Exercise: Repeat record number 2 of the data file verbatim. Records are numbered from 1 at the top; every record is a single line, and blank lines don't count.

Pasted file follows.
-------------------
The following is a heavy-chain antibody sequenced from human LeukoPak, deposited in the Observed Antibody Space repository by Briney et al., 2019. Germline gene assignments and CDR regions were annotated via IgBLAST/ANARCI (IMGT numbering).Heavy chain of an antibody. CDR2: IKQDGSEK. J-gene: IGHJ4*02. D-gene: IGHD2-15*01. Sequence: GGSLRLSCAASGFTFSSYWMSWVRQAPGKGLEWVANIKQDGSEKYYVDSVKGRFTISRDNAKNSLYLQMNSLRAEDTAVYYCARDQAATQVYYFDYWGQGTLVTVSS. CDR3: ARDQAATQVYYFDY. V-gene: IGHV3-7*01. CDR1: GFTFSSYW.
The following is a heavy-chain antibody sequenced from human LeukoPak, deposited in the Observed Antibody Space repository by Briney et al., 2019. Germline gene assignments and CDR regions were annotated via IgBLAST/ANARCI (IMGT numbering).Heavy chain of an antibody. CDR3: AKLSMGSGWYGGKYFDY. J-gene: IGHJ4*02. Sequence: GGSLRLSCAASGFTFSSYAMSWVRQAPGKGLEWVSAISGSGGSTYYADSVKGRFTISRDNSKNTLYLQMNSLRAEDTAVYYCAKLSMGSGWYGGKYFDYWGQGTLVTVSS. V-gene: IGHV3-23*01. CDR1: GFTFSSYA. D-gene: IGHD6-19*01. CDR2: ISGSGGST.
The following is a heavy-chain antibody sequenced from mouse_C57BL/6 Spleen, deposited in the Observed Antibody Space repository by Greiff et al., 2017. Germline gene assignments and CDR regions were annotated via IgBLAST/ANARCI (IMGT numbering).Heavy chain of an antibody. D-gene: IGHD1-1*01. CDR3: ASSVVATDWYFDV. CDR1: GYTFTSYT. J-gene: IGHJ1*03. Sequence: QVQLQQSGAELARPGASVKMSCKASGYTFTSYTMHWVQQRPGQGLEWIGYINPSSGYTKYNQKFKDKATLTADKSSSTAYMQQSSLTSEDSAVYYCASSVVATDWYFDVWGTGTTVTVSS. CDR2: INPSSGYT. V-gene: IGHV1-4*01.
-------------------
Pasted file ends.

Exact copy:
The following is a heavy-chain antibody sequenced from human LeukoPak, deposited in the Observed Antibody Space repository by Briney et al., 2019. Germline gene assignments and CDR regions were annotated via IgBLAST/ANARCI (IMGT numbering).Heavy chain of an antibody. CDR3: AKLSMGSGWYGGKYFDY. J-gene: IGHJ4*02. Sequence: GGSLRLSCAASGFTFSSYAMSWVRQAPGKGLEWVSAISGSGGSTYYADSVKGRFTISRDNSKNTLYLQMNSLRAEDTAVYYCAKLSMGSGWYGGKYFDYWGQGTLVTVSS. V-gene: IGHV3-23*01. CDR1: GFTFSSYA. D-gene: IGHD6-19*01. CDR2: ISGSGGST.